I grew up in the mountains of Colorado where people live on acres but still everyone knows everyone else. If someone moves in. There is a coffee or party or something so you can meet them. My mother is too blind to drive and she gets a ride into the pool every week with one neighbor. Another owns a nursery/greenhouse were you can order plants or flowers. So if I want to send flowers to my mother I always order from her. Most won't deliver up there and she will bring it up when she gets out from work. The nearest bus is two miles away. When I used to walk to and from the stop I would get offers from the neighbors for a ride, so I wouldn't have to walk as far. My dad had a tractor and a plow for it. On the rare times the county couldn't get to our little dirt road for days, he would plow it. The fast internet is a co-op which was started by my dad. The women would gather yearly to make crafts and sell them for money for our volunteer fire department (which at the time wasn't funded by taxes, but that has changed). We all relied on everyone else.
City living is different. You might say hi to your close neighbors, but the ones two doors down, you might not know at all. I'd gotten to know a few of our neighbors, but not many. People really keep to themselves. They will return the hi, but don't want to talk. So this year I made up 10 holiday baskets. It is amazing how people will open up at least a bit when you give them something homemade. It was nice to talk at least a few minutes to those that surrounded me.
One just two doors down is also another MIT couple (both my hubby and I have degrees from MIT). So we chatted a bit. One neighbor I really have been wanting to meet. He composts; he has a garden; he plays with boffers with his son. (Boffers are foam swords and my daughter and I took German longsword classes years ago, so they are well known to us). He must be our kind of neighbor. Right? He lives right behind me, but the fence is 6' tall and we can't talk over the fence. Well we gave the basket to his daughter who answered the door. Then the next day he came to our door with his own home made gifts. Pickled quail eggs and mint mead. We talked for quite a while and I invited him to my birthday party.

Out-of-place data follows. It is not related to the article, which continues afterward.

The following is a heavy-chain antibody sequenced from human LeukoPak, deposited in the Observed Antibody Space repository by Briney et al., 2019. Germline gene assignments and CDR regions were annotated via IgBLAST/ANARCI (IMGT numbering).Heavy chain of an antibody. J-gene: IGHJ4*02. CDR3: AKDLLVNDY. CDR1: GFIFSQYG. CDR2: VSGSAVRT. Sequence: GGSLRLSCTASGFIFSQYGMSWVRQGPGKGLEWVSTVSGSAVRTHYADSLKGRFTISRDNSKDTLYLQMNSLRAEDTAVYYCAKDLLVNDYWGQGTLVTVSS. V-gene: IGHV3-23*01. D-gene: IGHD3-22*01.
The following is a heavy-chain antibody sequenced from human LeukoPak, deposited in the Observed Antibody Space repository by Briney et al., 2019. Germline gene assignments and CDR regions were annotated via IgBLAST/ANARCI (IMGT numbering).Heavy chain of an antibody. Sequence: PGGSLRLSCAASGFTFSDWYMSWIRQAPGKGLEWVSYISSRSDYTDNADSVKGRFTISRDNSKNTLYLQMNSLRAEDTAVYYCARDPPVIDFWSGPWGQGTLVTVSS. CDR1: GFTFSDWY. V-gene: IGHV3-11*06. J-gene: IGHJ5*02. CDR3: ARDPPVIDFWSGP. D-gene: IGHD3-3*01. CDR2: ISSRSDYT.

Of the 10 baskets only 9 were delivered. The other we could never find. I'm guessing they are gone for the holidays. Do you all want to know what was in those baskets? Well too bad I'm telling you anyway. So here goes. I made blueberry ginger jam, chocolate fudge (Fluff never fail fudge, not the harder to make kind), English Toffee, whole wheat ginger snaps, oatmeal raisin cookies, Russian tea cakes, and snickerdoodles. I have to say. The family really enjoyed eating the last basket.
Daphne's English Toffee
- 2 c butter
- 2 1/2 c brown sugar
- T corn syrup (more or less I never measure this, just a little)
- T water (more or less I never measure this, just a little)
- chocolate chips
- slivered or chopped almonds (optional)
Prepare two pans ( I use either 9x13s or cookie sheets) by lining with parchment paper. Sprinkle with almonds so the pans are just covered. Put the first four ingredients in a large saucepan. Heat slowly stirring until the butter is melted and the sugar is dissolved. Cook over medium heat (stirring not necessary) until you reach 290F on a candy thermometer. Now most recipes call for 300F, but if I do that it starts to burn too much. So I go to 290F. Pour half the candy into one pan and half in the other. Let it cool for about five minutes then sprinkle chocolate chips on top. Once they melt spread the chocolate over the top evenly. Let it cool until it is cool enough to go into the fridge. Then put in the fridge until totally cool. Take out and break into pieces.